African American Scientists during the Manhattan Project

Dr. William Jacob Knox Jr.
Dr. William Jacob Knox Jr.

Harvard University Archives.

Dr. William Jacob Knox Jr.

  • Dr. Knox attended Harvard University as an undergraduate earning his B.A. in chemistry in 1925.
  • From 1925-1928 Dr. Knox taught at Johnson C. Smith College in North Carolina.
  • He earned his Masters and Ph.D. at MIT, in 1929, and 1935.
  • After earning his Ph.D. he taught at North Carolina Agricultural and Technical College and became the Head of the Department of Chemistry at Talladega College in Talladega, Alabama.
  • Dr. Knox was a research associate and section leader for the corrosion section of Columbia University's nuclear research team.
  • Dr. Knox was the only African American supervisor in the Manhattan Project.
  • Dr. Knox went on to work for Eastman Kodak after the war, where he received 21 patents in 25 years.
  • Dr. Knox was a civil rights activist for housing equality in Rochester, New York until the 1960s.
Dr. J. Ernest Wilkins JR.
Dr. Wilkins 1944 Yearbook photo

Photo Courtesy of Tuskegee Institute.

Dr. J. Ernest Wilkins JR.

  • Dr. Wilkins entered the University of Chicago in 1936, at the age of 13 graduating with his A.B. in mathematics. He continued to study at Chicago until earning his Ph.D. in 1942, at the age of 19.
  • After teaching for a short time at the Tuskegee Institute he returned to the University of Chicago to work on the Manhattan Project in the Metallurgical Laboratory in 1944, until 1946.
  • In 1970, he was appointed to Howard University as Distinguished Professor of Applied Mathematical Physics.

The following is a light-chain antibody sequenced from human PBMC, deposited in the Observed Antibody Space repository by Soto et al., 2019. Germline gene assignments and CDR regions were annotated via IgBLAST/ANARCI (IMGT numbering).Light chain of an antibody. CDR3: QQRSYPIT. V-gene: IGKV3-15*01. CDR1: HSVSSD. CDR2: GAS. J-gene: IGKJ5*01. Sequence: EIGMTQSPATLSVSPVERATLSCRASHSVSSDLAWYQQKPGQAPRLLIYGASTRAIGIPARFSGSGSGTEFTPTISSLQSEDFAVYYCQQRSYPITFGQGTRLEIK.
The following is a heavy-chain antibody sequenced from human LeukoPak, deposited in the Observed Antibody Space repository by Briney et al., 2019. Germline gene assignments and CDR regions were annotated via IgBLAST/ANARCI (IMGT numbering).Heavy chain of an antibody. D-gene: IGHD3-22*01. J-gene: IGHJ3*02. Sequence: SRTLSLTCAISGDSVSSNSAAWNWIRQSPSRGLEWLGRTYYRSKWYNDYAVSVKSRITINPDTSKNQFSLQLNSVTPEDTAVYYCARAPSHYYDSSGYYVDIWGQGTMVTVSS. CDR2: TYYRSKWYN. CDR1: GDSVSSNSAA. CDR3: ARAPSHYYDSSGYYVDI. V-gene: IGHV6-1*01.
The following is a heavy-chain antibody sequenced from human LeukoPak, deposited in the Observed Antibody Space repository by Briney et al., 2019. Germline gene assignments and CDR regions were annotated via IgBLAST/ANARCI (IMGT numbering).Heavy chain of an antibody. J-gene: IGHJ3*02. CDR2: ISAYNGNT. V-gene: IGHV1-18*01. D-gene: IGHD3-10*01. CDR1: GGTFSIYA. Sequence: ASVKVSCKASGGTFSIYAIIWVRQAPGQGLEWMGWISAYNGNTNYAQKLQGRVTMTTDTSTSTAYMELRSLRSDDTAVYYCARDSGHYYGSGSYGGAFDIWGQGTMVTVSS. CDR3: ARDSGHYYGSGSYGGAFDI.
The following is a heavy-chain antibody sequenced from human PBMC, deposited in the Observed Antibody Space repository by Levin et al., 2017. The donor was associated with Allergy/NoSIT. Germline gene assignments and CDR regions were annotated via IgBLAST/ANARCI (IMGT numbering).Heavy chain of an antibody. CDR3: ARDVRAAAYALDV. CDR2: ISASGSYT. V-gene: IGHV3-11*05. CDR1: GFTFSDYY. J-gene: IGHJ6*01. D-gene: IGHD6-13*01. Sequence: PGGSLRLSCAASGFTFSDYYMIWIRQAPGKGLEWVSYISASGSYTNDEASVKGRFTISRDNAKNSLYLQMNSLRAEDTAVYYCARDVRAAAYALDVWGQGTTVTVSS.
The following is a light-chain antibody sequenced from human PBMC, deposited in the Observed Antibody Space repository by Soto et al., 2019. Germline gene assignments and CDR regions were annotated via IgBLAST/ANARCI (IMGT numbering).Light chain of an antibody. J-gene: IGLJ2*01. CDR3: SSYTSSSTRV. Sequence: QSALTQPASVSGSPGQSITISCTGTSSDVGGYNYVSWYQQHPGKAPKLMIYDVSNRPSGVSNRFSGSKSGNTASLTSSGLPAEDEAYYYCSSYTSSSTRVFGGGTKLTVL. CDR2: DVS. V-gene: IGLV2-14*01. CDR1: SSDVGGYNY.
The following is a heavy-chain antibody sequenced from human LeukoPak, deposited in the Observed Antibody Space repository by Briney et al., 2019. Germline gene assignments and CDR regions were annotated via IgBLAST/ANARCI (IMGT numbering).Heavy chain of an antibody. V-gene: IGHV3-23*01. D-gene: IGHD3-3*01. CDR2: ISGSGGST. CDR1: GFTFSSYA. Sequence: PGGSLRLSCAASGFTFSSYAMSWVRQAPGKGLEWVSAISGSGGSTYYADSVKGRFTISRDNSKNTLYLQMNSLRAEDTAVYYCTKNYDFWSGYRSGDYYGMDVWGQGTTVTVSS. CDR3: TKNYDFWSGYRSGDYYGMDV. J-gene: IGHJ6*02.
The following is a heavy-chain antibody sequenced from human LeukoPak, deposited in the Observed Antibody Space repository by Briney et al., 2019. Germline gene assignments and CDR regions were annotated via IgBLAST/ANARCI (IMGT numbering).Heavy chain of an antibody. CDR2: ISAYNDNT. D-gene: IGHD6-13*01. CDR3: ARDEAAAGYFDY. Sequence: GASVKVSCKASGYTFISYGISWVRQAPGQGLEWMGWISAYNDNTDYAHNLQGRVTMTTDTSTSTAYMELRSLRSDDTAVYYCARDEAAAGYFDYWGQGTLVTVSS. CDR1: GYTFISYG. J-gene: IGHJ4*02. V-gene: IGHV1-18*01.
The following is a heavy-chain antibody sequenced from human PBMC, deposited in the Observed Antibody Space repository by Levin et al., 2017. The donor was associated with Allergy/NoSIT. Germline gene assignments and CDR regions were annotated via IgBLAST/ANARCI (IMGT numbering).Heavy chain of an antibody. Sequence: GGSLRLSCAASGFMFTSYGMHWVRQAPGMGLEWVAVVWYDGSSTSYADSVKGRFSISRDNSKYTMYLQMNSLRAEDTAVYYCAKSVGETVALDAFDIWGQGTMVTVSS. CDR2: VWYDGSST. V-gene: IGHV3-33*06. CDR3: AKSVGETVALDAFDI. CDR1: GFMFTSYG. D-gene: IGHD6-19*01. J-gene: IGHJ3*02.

• Dr. Wilkins received many awards for his work among them was the Outstanding Civilian Service Medal by the US Army, in 1980.

Dr. Samuel Proctor Massie
Dr. Samuel Proctor Massie

Photo Courtesy of North Little Rock History Commission

Dr. Samuel Proctor Massie

  • Dr. Massie graduated with a BS in chemistry from University of Arkansas, in 1937.
  • He earned a MS in chemistry at Fisk University in Nashville, TN, in 1940.
  • Dr. Massie was assigned to the Manhattan Project research team in 1942, at the University of Iowa, until 1946.
  • While earning his Ph.D. in Organic chemistry Dr. Massie preformed research at Iowa State University in the development of uranium isotopes from 1942-1946.
  • In 1966, Dr. Massie became the first African American faculty member at the US Naval Academy Annapolis Maryland.
Dr. Moddie Daniel Taylor
Dr. Moddie Daniel Taylor

Smithsonian Institution Archives

Dr. Moddie Daniel Taylor

  • Dr. Taylor graduated as valedictorian in 1935, with a degree in chemistry from Lincoln University in Jefferson City, Missouri.
  • He taught at Lincoln University, until enrolling in the University of Chicago in 1939, earning his M.S. in chemistry.
  • In 1943, Dr. Taylor earned his Ph.D. from the University of Chicago.
  • Dr. Taylor worked as an associate chemist for the Manhattan Project in 1945, at the University of Chicago.
  • Dr. Taylor was a text book author of First Principles of Chemistry, a widely used textbook.
  • In 1972, Dr. Taylor received a Certificate of merit from Secretary of War Robert P. Patterson for his contributions to the Manhattan Project.

Last updated: April 3, 2017

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